Jayapal and Rep. Mark Pocan, D-Wis., the former Progressive Caucus co-chairman, had pushed for full elimination of pay-as-you-go rules last year, but Democratic leaders weren’t willing to go that far.
Progressives then offered about a dozen exemptions to the rule in negotiations with leadership and Rules Chairman Jim McGovern, D-Mass., but were rebuffed, according to a senior Democratic aide associated with the Blue Dogs. The aide described the eventual rules changes as a win for the Blue Dogs who were able to preserve the core of the budget rules.
As for coronavirus relief legislation, lawmakers already have waved through more than $3 trillion in spending that was not offset, so the COVID-19 exemption is not really that big a concession, the aide said. On climate bills, most Blue Dogs would argue that the Congressional Budget Office doesn’t account for the cost of inaction in their official “scores” of legislation, so that exemption makes sense, the aide added.
For example, the CBO has said the effects of climate change, if left unaddressed, could knock 1 percent off the inflation-adjusted size of the U.S. economy by 2050. But Democrats have required the agency to use “static” scoring of bills rather than “dynamic” analyses that take into account broader economic factors.
Congressional Progressive Caucus aides did not respond to a request for comment.
House Majority Leader Steny H. Hoyer, a longtime budget hawk within his party, said he agrees with the Blue Dogs’ interpretation of the rules shift.
“The assertion that the Green New Deal and ‘Medicare for All’ would qualify under the exemption I think is incorrect,” the Maryland Democrat told reporters on Tuesday.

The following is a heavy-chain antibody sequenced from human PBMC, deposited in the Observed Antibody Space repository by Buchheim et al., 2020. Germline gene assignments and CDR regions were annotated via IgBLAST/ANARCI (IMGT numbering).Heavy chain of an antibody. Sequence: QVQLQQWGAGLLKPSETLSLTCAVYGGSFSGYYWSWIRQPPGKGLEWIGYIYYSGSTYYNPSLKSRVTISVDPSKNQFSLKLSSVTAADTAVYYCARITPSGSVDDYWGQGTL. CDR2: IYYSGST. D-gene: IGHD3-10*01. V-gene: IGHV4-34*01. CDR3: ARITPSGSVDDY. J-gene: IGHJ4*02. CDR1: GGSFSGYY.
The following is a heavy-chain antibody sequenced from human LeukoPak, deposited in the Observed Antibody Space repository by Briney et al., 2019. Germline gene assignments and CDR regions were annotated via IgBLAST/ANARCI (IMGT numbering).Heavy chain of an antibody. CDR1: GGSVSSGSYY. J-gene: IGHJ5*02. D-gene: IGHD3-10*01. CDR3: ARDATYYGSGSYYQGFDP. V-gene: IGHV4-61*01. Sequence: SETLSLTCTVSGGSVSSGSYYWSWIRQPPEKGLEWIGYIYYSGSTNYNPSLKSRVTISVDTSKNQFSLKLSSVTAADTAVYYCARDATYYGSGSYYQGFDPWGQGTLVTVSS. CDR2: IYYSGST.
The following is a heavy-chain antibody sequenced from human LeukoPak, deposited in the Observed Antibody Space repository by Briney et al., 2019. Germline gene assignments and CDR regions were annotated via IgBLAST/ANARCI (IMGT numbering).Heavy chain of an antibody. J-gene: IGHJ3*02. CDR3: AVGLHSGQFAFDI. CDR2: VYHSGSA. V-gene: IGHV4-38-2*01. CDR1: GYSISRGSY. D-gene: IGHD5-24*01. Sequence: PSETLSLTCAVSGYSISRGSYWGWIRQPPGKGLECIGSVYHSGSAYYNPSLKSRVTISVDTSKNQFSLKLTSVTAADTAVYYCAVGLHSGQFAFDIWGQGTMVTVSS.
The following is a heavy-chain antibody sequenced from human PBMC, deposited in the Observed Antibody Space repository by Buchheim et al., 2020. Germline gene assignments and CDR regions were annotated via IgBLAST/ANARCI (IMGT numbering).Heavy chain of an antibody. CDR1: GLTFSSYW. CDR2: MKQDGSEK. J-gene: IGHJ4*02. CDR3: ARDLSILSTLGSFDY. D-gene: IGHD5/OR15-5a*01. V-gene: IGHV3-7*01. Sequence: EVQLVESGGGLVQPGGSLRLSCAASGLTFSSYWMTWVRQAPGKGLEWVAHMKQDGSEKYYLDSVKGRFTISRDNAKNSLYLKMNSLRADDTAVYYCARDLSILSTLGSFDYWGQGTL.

Hoyer said the budget exemptions would apply to “very specific needs” covered, for example, by the $2 trillion March coronavirus relief law as well as House-passed aid packages that didn’t move in the GOP-controlled Senate. He also said clean energy elements of a $1.5 trillion infrastructure package that the House passed last year would qualify.
Tug of war
The tug of war between party factions that’s underway is reminiscent of divisions among Democrats over the past two years that prevented the party from uniting behind a budget resolution for fiscal 2020 or fiscal 2021.
Yarmuth gave up plans to write budgets during those years in part because he was unable to reconcile demands from more liberal members for higher domestic spending and lower defense spending, and from moderates who favored defense but wanted to keep overall spending down.
House Republicans were only too happy to try to exploit the Democrats’ intraparty differences. Jason Smith, R-Mo., the new ranking member on the House Budget Committee, said during debate over the rule on Monday that the exemptions will “allow passage of socialist policies with large price tags.”
Smith said the exemption for climate change legislation “could apply to any radical, progressive, out-of-touch legislation dreamed up next by House Democrats.” He went on to say the “exemption was designed as a mechanism to ram through socialist policies like the Green New Deal and other ideas aimed at hurting American workers, families and farmers.”
Republicans on Monday offered a procedural motion that would have struck the pay-as-you-go exemptions from the rules package. It was defeated on a 217-203 party-line vote.
Republicans also criticized Democrats for repealing a rule that barred the reconciliation instructions in a budget resolution from increasing net mandatory spending.
And they faulted Democrats for extending a “deeming resolution” from last year that set enforceable spending and revenue levels for fiscal 2021, which began Oct. 1, 2020, in the absence of a budget resolution. Smith said extending the deeming resolution “will continue to let Democrats shirk their duty to write and pass a budget.”
Yarmuth has said he plans to write a budget resolution for the fiscal year beginning Oct. 1.
Extending the deeming resolution into the new Congress ensures that the Budget chairman has the authority to enforce spending and tax limits that were agreed to last year for the fiscal year that ends Sept. 30.
Lindsey McPherson contributed to this report.